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Samsung UN60D8000YF LED LCD 3D HDTV Review$4,299.00
The Samsung UN60D8000 produced an impressive, though not earth-shattering, 0.06 cd/m2 in our black level tests. As you can see in the chart below, that's a little better than the Sony EX729, another LCD television. Neither, however, were nearly as dark as the two plasma TVs, the Samsung PNxxD8000 and the Panasonic VT30. This test truly shows the difference between a good plasma and a good LCD. More on how we test black level.
The Samsung UN60D8000 had no problem hitting those bright whites, peaking at 357.93 cd/m2. That's just as bright as the Sony. A quick look at the chart below shows how far behind plasmas lag in producing a decent white. More on how we test peak brightness.
The Samsung UN60D8000's contrast ratio was clocked at 5966:1, according to our tests. That's a fairly impressive performance and bears some explanation as to how we think it was done. Like most LED-backlit and LED-edgelit LCDs, the UN60D8000 uses local dimming, which means that the lighting elements in one part of the screen can be dimmed while another is fully illuminated. It's all based on screen content. A white wall should be displayed as brightly as possible, but those spooky shadows should be as dark as possible, all in the same shot. Samsung's website claims that they don't use local dimming but rather "Micro Dimming," which seems to have exactly the same effect.
Our tests indicated that the auto-dimming (local dimming or whole-screen dimming, it's difficult to tell) worked effectively. It clearly gave it an advantage in our tests and showed no adverse effects in the Tunnel Contrast and White Falloff tests (see below). However, an all-black screen resulted in the entire backlighting array shutting off, exactly as if you'd turned the power off. This was particularly distracting in any fade-to-black scenarios. Even for the briefest all-black shots, boom... the screen shuts off. We kept scrambling to see if we'd accidentally sat on the remote control's power button. There doesn't seem to be any way to turn this off. There are, however, settings on the TV to amplify the dynamic contrast even further. More on how we test contrast.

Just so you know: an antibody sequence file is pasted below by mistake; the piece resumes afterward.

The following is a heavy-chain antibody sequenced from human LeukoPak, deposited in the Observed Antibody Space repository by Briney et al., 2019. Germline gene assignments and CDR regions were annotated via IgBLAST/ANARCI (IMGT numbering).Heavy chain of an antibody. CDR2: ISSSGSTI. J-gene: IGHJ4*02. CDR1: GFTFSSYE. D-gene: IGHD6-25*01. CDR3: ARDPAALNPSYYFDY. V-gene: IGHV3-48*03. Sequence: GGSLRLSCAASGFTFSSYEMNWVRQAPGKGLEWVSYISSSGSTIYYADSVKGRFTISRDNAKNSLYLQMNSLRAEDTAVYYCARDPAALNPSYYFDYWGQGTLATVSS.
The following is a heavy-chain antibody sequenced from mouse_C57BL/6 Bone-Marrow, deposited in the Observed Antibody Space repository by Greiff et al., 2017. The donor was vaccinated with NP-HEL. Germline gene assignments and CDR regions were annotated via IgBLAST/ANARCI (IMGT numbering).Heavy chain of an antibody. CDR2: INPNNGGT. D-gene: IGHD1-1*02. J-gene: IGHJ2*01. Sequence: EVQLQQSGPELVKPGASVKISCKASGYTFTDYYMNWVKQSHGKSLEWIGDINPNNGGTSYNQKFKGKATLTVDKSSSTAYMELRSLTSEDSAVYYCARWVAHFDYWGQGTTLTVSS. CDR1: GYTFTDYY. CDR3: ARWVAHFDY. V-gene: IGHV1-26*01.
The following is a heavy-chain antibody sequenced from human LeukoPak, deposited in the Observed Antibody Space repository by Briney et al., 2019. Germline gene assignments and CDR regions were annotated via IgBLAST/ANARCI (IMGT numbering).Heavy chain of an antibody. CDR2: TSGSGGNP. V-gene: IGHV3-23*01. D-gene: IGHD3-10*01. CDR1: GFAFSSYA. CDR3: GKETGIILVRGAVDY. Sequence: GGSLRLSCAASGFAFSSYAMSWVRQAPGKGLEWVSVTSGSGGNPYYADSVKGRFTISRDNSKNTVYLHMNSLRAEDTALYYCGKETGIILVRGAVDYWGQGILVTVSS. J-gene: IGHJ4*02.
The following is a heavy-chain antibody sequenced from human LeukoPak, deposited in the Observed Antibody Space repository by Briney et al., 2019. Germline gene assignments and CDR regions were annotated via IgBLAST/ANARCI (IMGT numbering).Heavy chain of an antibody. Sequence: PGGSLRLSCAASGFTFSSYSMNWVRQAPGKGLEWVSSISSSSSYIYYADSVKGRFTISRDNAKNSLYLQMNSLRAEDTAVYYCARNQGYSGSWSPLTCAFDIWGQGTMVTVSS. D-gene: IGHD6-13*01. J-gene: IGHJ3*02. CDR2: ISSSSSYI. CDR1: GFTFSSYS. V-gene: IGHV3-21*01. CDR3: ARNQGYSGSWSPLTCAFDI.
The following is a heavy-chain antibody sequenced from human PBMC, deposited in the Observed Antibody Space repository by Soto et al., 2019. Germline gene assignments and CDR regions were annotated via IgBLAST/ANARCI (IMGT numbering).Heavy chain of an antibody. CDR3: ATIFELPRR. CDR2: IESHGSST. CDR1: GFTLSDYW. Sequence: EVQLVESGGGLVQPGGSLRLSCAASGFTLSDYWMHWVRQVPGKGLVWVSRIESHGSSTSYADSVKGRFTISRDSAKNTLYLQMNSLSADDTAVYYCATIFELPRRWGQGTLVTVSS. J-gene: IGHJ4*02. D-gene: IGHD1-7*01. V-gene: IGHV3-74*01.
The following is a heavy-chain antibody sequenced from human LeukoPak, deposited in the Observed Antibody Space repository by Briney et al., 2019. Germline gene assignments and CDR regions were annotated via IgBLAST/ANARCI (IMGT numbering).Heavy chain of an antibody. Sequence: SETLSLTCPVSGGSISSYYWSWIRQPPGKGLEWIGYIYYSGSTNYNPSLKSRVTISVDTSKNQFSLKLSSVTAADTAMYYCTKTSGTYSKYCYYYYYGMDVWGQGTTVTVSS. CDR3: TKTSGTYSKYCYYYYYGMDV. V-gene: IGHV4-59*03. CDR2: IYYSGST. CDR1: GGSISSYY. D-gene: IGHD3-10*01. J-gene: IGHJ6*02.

The Samsung UN60D8000 has no problem maintaining a consistent black level, even if it's only a little black square surrounded by bright whites. More on how we test tunnel contrast.
Likewise, the Samsung UN60D8000 has little trouble maintaining a consistent peak white. We noticed just the slightest drop-off if the screen had a tiny, 5% white window, surrounded by 95% black. More on how we test white falloff.
Like many LED-lit LCD displays, the Samsung UN60D8000 has some uniformity issues. These ultra-thin TVs just won't deliver the same, even illumination as a traditional CCFL-backlit or a plasma TV. That's the cost of such style and elegance in the the design. On an all-white screen, you'll see a few dimmer spots. On a mostly-black screen, there's a lot of obvious blotching. This may or may not prove distracting, depending on how picky you are. On an all-black screen, as we mentioned above, the TV essentially shuts off. More on how we test white falloff.
The Samsung UN60D8000 does a good job transitioning from black to white within the greyscale. Let's look at the chart below. There are a lot of little bumps on the left portion of it. This area represents the shadow details. From these results we know that the Samsung UN60D8000 is going to have a lot of banding in the shadows. Once it hits the mid-point, though, things smooth out.
We're also looking at the slope of the curve. An ideal curve is between 2.1 and 2.2. This TV's curve measured 2.64, which is a bit steeper than ideal, but still good. Overall, Samsung UN60D8000 gave a good performance . More on how we test greyscale gamma.
- Tour & Design
- Blacks & Whites
- Color Accuracy
- Viewing Effects
- Audio & Menus
- Multimedia & Internet
- Power Consumption
- Samsung PN59D8000 Comparison
- Sony Bravia KDL-46HX729 Comparison
- Panasonic Viera TC-P55VT30 Comparison
- Series Comparison
- Photo Gallery
- Ratings & Specs